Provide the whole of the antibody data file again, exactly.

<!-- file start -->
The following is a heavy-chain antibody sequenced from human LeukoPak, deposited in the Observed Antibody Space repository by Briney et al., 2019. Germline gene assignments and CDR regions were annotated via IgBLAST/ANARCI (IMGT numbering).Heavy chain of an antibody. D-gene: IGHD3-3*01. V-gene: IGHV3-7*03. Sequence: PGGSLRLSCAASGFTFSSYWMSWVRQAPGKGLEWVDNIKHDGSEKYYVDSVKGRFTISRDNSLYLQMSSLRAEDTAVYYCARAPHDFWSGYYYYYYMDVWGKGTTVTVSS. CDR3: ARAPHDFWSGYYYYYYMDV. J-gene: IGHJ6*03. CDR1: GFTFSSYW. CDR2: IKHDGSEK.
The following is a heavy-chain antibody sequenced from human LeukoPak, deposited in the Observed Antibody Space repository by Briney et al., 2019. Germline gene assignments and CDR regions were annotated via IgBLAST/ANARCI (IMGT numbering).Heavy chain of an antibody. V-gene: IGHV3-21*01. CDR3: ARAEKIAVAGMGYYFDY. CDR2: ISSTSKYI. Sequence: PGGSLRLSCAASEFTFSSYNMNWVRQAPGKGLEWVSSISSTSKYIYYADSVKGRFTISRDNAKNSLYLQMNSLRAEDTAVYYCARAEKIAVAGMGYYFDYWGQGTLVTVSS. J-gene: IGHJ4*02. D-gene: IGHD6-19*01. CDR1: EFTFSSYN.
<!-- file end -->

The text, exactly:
The following is a heavy-chain antibody sequenced from human LeukoPak, deposited in the Observed Antibody Space repository by Briney et al., 2019. Germline gene assignments and CDR regions were annotated via IgBLAST/ANARCI (IMGT numbering).Heavy chain of an antibody. D-gene: IGHD3-3*01. V-gene: IGHV3-7*03. Sequence: PGGSLRLSCAASGFTFSSYWMSWVRQAPGKGLEWVDNIKHDGSEKYYVDSVKGRFTISRDNSLYLQMSSLRAEDTAVYYCARAPHDFWSGYYYYYYMDVWGKGTTVTVSS. CDR3: ARAPHDFWSGYYYYYYMDV. J-gene: IGHJ6*03. CDR1: GFTFSSYW. CDR2: IKHDGSEK.
The following is a heavy-chain antibody sequenced from human LeukoPak, deposited in the Observed Antibody Space repository by Briney et al., 2019. Germline gene assignments and CDR regions were annotated via IgBLAST/ANARCI (IMGT numbering).Heavy chain of an antibody. V-gene: IGHV3-21*01. CDR3: ARAEKIAVAGMGYYFDY. CDR2: ISSTSKYI. Sequence: PGGSLRLSCAASEFTFSSYNMNWVRQAPGKGLEWVSSISSTSKYIYYADSVKGRFTISRDNAKNSLYLQMNSLRAEDTAVYYCARAEKIAVAGMGYYFDYWGQGTLVTVSS. J-gene: IGHJ4*02. D-gene: IGHD6-19*01. CDR1: EFTFSSYN.